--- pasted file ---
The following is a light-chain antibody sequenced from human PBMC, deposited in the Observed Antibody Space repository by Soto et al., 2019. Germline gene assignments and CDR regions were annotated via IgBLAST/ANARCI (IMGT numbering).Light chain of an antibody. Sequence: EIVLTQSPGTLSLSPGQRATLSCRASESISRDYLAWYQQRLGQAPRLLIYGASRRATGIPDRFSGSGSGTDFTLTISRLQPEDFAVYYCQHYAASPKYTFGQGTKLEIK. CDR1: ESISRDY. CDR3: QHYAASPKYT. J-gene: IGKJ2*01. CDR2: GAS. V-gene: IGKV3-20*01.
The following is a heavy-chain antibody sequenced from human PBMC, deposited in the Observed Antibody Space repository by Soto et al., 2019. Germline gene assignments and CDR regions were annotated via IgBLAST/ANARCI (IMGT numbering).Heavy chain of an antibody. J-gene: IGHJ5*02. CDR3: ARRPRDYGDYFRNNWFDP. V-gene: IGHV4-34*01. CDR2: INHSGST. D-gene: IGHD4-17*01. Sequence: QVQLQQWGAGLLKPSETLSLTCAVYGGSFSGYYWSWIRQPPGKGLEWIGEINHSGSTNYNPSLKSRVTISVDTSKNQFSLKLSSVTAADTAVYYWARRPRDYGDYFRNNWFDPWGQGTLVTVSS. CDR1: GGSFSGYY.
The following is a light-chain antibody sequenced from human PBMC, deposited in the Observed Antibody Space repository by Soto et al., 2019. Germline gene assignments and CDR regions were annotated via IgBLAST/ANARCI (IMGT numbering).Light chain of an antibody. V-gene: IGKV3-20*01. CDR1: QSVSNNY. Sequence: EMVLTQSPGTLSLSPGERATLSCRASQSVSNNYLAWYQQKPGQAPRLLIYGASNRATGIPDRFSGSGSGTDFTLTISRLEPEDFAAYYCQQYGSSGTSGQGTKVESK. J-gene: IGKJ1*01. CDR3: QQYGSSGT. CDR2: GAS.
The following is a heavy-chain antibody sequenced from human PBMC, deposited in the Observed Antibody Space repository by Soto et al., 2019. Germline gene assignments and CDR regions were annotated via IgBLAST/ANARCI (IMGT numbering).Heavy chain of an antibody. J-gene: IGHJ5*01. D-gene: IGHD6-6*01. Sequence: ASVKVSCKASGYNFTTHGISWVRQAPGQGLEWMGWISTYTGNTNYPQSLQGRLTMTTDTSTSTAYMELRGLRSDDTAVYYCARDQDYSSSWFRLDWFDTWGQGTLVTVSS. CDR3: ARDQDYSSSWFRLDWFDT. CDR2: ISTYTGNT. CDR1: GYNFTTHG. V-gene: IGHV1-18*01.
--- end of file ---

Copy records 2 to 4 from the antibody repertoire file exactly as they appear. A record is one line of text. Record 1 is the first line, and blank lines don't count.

The following is a heavy-chain antibody sequenced from human PBMC, deposited in the Observed Antibody Space repository by Soto et al., 2019. Germline gene assignments and CDR regions were annotated via IgBLAST/ANARCI (IMGT numbering).Heavy chain of an antibody. J-gene: IGHJ5*02. CDR3: ARRPRDYGDYFRNNWFDP. V-gene: IGHV4-34*01. CDR2: INHSGST. D-gene: IGHD4-17*01. Sequence: QVQLQQWGAGLLKPSETLSLTCAVYGGSFSGYYWSWIRQPPGKGLEWIGEINHSGSTNYNPSLKSRVTISVDTSKNQFSLKLSSVTAADTAVYYWARRPRDYGDYFRNNWFDPWGQGTLVTVSS. CDR1: GGSFSGYY.
The following is a light-chain antibody sequenced from human PBMC, deposited in the Observed Antibody Space repository by Soto et al., 2019. Germline gene assignments and CDR regions were annotated via IgBLAST/ANARCI (IMGT numbering).Light chain of an antibody. V-gene: IGKV3-20*01. CDR1: QSVSNNY. Sequence: EMVLTQSPGTLSLSPGERATLSCRASQSVSNNYLAWYQQKPGQAPRLLIYGASNRATGIPDRFSGSGSGTDFTLTISRLEPEDFAAYYCQQYGSSGTSGQGTKVESK. J-gene: IGKJ1*01. CDR3: QQYGSSGT. CDR2: GAS.
The following is a heavy-chain antibody sequenced from human PBMC, deposited in the Observed Antibody Space repository by Soto et al., 2019. Germline gene assignments and CDR regions were annotated via IgBLAST/ANARCI (IMGT numbering).Heavy chain of an antibody. J-gene: IGHJ5*01. D-gene: IGHD6-6*01. Sequence: ASVKVSCKASGYNFTTHGISWVRQAPGQGLEWMGWISTYTGNTNYPQSLQGRLTMTTDTSTSTAYMELRGLRSDDTAVYYCARDQDYSSSWFRLDWFDTWGQGTLVTVSS. CDR3: ARDQDYSSSWFRLDWFDT. CDR2: ISTYTGNT. CDR1: GYNFTTHG. V-gene: IGHV1-18*01.